23-Day Cycle Tour through China, Laos and Thailand, Days 11 and 12:
Boat trip on the Nam Ou and 40 km cycling from Nong Khiao to Nam Thouam.
Yesterday, we spent the day steering down the Ou river from Muang Khua to Muang Ngoi. It was raining a bit, but shielded by the roof of the slim boat we were able to enjoy the beautiful scenery along the river banks. Even though the forest we see is by no means primary forest, there are beautiful and tall trees towering above karst hills, tiny villages that can only be reached by boat and water buffalos roaming the sandy riverbanks.
Laos, as a developing country, is facing the same dilemma most underdeveloped places do: There is no developed infrastructure, no industry. In order to participate in the economic upswing of South East Asia, the people in power take the easiest and quickest way by selling the country’s natural resources. Lao’s two big sources of income are wood and electricity from hydropower projects. Here at the Nam Ou, both of these are visible. Big trees and primary forest has been logged some time ago – but what’s really striking now is the massive scale of hydropower projects. Here at the Nam Ou, the Chinese are building seven (!) dams along the river. Usually these deals work like this: The investing country or company gets the right to harvest all the initial profits of the power station, but after a set amount of time, the dams and their revenue will be handed over to the Lao government. Those deals are usually closed between the Lao government officials and foreign investors (many of the power projects are financed by China, but also South Korea, Japan and Thailand are heavily involved) – without taking the opinion of the people into account.
On the boat, we pass the construction sites of two dams, meaning that in three years, we will no longer be able to visit this spectacular section because of the new dams blocking our way. But not us but the people living along the Nam Ou will be most affected by the dams: Now, only two dams have been finished further downstream (between Luang Prabang and Nong Khiao), but the life of the villagers has already changed. The river, which used to be full of fish now no longer provides food for the people living along its shores and the fishermen of the Ou have lost their jobs. With even more dams being built, things are unlikely to change in the future. The next problem will be the rising water levels close to the new dams. Many villages we pass on our way will have to be resettled very soon. On our way, we visit one of those dwellings. This village has its own little school, some shops, and people live in solid, even some two-storey houses. China by Bikes groups have stopped here many times and our groups have always liked the tranquil and very welcoming atmosphere of the place. This time, however, already feels like a good-bye: The houses have been marked with spray paint, indicating that they will have to be torn down soon. We are told that the village will be resettled to a nearby village which lies a little further up the hills. The people here don’t complain to us and it seems like they have already accepted their fate. But then again: what options do they have?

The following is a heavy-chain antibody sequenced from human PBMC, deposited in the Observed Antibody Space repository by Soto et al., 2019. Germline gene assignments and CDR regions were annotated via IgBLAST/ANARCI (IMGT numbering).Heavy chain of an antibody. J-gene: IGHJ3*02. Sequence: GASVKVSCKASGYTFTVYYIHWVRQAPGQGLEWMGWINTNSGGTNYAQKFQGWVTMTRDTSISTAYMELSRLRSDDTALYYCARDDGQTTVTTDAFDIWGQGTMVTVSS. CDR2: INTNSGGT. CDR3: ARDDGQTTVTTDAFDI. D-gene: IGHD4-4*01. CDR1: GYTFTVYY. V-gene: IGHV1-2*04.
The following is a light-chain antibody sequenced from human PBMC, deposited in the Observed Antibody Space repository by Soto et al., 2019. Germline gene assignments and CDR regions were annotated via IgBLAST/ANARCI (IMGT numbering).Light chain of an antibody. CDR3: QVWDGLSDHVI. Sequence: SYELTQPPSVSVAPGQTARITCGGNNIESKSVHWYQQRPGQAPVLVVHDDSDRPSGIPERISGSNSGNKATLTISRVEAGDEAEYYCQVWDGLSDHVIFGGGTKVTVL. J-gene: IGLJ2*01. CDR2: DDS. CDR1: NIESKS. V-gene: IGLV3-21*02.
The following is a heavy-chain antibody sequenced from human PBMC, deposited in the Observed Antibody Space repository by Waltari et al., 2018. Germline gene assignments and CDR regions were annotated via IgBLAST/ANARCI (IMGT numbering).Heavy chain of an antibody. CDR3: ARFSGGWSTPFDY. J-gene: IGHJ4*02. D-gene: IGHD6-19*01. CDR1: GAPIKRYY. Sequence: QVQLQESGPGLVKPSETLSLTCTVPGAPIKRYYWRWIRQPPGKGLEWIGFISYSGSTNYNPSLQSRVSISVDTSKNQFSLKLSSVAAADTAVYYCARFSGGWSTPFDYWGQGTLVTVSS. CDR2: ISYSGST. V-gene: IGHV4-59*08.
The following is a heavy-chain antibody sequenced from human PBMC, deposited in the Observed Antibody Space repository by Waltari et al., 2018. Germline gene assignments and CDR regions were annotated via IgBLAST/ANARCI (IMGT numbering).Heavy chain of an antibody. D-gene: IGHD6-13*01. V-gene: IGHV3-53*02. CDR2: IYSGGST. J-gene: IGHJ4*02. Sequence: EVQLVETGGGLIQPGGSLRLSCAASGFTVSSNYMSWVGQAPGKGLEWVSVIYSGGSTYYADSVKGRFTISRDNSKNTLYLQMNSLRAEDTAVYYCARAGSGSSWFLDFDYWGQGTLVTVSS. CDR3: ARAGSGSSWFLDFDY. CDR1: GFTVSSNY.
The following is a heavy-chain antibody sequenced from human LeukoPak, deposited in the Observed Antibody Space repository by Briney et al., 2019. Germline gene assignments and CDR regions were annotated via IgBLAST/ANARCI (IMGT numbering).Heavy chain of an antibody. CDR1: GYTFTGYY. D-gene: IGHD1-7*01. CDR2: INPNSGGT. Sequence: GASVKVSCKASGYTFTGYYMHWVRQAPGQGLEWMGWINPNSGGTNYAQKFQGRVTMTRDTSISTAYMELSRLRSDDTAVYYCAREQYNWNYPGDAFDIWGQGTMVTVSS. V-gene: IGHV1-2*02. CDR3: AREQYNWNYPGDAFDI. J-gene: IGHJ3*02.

We steer further downstream and spend the night in the backpacker village Muang Ngoi. In the morning, we once again get on the boats and ride for two more hours through picturesque karst mountains to Nong Khiaw. Time to hop on our bikes again! We cycle around fourty km on easy terrain to reach our simple accommodation at Nam Thouam. Apart from a market, this place does not have much to offer, but we manage to find a nice new restaurant to have a great dinner, ending the day in style.
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